Many Americans have poor gastrointestinal health for a multitude of reasons, and many suffer constipation, gas, bloating, or other GI discomforts. A number of factors (including antibiotic use, a poor diet, and even stress) have a negative effect on the “friendly” bacteria that live in our gut and help us to absorb vitamins and nutrients. Therefore, a large part of the population could benefit from taking a type of supplement known as probiotics. These are live bacteria that repopulate your GI tract with the good bacteria that help boost immunity, absorb nutrients, and benefit our bodies in other ways that are the focus of current research. While probiotics are found in kefir, yogurt, and some other foods, you would have to consume very large amounts of them to increase the good bacteria in your gut. They play a big role in your overall health and wellness, not only by aiding digestion and nutrient absorption but also by boosting your immune system and restricting the growth of yeasts and bacteria that cause diarrhea and other GI symptoms. A great deal of research is underway on probiotics and which exact strains can address particular health problems. Check your local health food store for different products and ask your doctor for recommendations
Calcium is the most abundant mineral in the body, and one that is needed for strong bones and teeth, especially for those of us who are getting a little older. Children and adolescents, in particular, need adequate calcium, since bone density is built during childhood and peaks around 20 years of age. Research has shown that a higher peak bone density reduces the risk of osteoporosis later in life. Calcium also plays a role in nervous system function, muscle function, and even blood vessel function. Calcium is found in dairy products and other foods, but depending on your age, your diet, and your stage of life, you may need more. The recommended daily dose for those over 18 years of age is 1,000 mg split into two 500 mg doses (absorption is best if the dose is around 500 mg). Consult your doctor to find out if you should take this mineral in supplement form, and if so, when to take calcium, since it can interfere with the absorption of some prescription medications.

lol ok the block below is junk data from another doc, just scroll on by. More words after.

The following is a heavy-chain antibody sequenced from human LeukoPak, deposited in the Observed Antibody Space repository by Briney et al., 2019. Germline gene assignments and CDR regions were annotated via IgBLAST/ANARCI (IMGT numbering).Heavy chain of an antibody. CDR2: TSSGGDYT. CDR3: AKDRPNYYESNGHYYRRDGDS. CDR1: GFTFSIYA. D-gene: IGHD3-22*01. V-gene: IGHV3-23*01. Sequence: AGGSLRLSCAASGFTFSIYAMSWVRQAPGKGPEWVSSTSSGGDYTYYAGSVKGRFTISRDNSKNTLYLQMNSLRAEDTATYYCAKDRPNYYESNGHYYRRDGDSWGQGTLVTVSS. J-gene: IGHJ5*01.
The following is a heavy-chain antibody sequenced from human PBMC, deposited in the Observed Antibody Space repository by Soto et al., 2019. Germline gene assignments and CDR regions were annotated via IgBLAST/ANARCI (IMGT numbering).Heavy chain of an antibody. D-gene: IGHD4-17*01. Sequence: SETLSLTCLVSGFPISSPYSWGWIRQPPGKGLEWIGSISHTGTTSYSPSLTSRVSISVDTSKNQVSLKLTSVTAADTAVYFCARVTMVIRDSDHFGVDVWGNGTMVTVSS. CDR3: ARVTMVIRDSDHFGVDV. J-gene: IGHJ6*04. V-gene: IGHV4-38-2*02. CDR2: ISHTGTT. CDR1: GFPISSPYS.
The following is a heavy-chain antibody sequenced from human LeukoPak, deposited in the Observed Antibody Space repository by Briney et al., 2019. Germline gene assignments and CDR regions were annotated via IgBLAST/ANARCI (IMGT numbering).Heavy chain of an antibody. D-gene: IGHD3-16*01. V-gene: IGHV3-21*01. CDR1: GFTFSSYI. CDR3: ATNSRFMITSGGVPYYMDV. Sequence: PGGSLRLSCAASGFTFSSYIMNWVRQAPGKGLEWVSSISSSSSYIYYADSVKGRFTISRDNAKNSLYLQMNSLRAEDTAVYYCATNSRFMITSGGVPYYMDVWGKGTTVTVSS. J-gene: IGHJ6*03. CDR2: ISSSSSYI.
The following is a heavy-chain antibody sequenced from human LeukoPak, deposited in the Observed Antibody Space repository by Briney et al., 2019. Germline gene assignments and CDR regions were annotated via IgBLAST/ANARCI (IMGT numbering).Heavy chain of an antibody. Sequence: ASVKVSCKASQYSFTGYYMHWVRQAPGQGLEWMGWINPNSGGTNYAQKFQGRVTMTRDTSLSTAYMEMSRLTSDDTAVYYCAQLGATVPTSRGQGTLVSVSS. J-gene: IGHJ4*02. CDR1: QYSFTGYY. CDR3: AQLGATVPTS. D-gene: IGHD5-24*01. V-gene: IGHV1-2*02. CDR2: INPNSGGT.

While deficiencies of this nutrient don’t usually pertain to men, folic acid is important enough to include. Folic acid is a B vitamin that is needed to make DNA and other genetic materials, and is needed for the body’s cells to divide. And though it is naturally present in foods, and a number of food products are fortified with folic acid, women who plan to conceive, pregnant women, and women of childbearing age (including teens) should be taking 400 to 800 micrograms of supplemental folic acid as well. Women who don’t have enough folic acid are at risk of having a baby with a neural tube defect (spina bifida) as well as a premature or low birth-weight baby. If you are past childbearing age or a male, folic acid is still a nutrient your body needs, and deficiency could result in a type of anemia. Consult your doctor to determine how much folic acid you should be taking, depending on your own health profile and other medicines you take.
Which supplements would you recommend?